The brand Duratec has been well established in Europe for two decades building a wide range of top-level aluminum bikes from road to mountain, with pretty much everything in between. Even while producing light and stiff alloy frames they haven’t been sitting on their hands in Central Europe, but have spent the last few years developing their own unique monocoque carbon frame production in-house. Now the first of those bikes has been made public with their new road Phantom, being introduced by their multi-discipline, multi-time paralympic champion Jiří Ježek who has spent 15 years racing on their bikes…
In fact, Duratec has been working with carbon since 2001 combines with alloy, but this is their first all-carbon frame, and the first application of the Onepiece Technology process that they have spent the last few years refining. From the way company founder Milan Duchek talks about the new bike, the biggest work has been in developing the ‘functional production technology’ necessary to build the bikes from carbon to the level of quality and consistency they desire.
The raw material they are working with for the Phantom is the top Japanese Toray T1100 & Granoc carbon fiber that you might find in some other premier carbon bikes, but it is their in-house construction process & nanoalloy resin that sets it apart. For the Phantom, Duratec take 400 pieces of carbon fiber and assemble them into their mold to create the bike as one piece without a single joint. One of the key elements of that construction is what Duratec call AFCF (or Accurately Fitted Continuous Fibre) that amounts to them maximizing the continuous length of fibers used in the frame to improve strength & durability.
The bike that they have debuted with Jiří Ježek last weekend at Bespoked is one that he actually isn’t allowed to race due to it being under the UCI weight threshold. That said, the Phantom frame has been approved for racing and bears the UCI certified sticker. With a frame claimed to weigh just 760g for a size 57, the complete bike built up with a SRAM Red eTap drivetrain and Zipp 404 tubulars weighs in at 6.15kg, and would sell for about 9143€.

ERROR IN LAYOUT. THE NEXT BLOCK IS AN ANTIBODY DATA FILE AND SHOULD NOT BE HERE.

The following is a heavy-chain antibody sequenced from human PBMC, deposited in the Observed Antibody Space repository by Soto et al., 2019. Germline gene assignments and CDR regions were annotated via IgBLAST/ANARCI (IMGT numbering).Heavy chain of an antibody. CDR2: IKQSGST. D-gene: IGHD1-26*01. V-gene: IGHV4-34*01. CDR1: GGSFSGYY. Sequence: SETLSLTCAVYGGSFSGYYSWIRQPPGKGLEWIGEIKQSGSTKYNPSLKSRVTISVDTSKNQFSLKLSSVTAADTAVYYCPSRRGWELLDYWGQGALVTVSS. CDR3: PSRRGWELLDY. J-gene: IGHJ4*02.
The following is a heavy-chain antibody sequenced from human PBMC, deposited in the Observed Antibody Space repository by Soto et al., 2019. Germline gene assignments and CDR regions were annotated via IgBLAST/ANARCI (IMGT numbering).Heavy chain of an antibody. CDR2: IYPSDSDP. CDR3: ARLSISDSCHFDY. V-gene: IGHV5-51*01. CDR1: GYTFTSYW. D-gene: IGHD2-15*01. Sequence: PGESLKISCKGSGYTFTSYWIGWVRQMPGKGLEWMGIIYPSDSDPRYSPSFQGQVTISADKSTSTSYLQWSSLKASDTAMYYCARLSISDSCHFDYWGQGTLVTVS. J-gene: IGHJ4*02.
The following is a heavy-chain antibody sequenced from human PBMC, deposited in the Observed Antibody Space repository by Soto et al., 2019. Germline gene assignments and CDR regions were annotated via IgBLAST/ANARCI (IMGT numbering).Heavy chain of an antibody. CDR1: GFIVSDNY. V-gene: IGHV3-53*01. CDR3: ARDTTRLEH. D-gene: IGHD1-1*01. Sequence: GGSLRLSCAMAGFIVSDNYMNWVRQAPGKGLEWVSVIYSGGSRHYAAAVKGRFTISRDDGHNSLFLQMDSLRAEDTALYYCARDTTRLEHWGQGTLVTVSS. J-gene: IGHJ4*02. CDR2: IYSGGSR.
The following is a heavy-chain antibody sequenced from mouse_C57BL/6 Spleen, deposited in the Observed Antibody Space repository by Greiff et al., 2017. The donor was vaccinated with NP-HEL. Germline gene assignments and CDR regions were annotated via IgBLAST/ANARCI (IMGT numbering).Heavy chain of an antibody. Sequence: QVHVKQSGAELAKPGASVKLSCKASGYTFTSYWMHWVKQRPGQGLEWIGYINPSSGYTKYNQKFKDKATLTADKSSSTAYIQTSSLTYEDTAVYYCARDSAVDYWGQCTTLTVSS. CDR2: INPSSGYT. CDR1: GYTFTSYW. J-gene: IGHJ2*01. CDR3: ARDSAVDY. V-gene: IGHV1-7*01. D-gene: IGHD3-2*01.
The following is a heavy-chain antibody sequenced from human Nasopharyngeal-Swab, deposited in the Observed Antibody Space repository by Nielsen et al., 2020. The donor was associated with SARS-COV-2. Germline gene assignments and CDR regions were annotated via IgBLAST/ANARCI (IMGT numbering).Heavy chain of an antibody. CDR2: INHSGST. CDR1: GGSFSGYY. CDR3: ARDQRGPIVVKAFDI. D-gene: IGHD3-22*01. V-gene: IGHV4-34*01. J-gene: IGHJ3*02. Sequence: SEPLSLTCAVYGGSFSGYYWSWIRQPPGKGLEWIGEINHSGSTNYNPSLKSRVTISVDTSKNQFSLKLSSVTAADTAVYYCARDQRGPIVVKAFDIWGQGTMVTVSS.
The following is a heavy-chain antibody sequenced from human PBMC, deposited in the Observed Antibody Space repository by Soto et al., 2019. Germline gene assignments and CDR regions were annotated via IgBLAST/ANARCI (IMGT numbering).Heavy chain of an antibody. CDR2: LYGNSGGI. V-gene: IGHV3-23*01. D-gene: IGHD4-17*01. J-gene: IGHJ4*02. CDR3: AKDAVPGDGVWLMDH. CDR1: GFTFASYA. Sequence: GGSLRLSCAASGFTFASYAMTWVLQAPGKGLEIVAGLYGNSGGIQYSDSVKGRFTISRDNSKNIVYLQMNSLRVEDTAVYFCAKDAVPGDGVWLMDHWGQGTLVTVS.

The Phantom sticks with mostly round tubing as Duchek focused on building the optimal stiffness to weight. The bike gets internal cable routing, a hidden wedge-style seatpost clap in the top of the toptube, a tapered headtube & Press Fit bottom bracket, both with full-carbon bearing seats.
Even the dropouts are full-carbon, with 1k weave fiber reinforcement & an alloy replaceable hanger.
The frames are produced in the same Czech factory that Duratec has been working in since they started in 1997. Duratec has put the Phantom into limited production now, with the bikes being built-t0-order with about a 10 week lead time. Building the bikes to order continues one of the benefits of their alloy bikes, that Duratec offers a wide range of paint colors so you get the finish you want and a one-of-a-kind bike.
The sloping geometry frames are available in 8 stock sizes in 2cm intervals, from effective seattubes of 49-63cm offering a wide range of fits, with custom geometry apparently available as well for an upcharge. Complete bikes are available from 4737€ with a Rival 22 group, Ritchey WCS components & Fulcrum Racing 5LG alloy clinchers.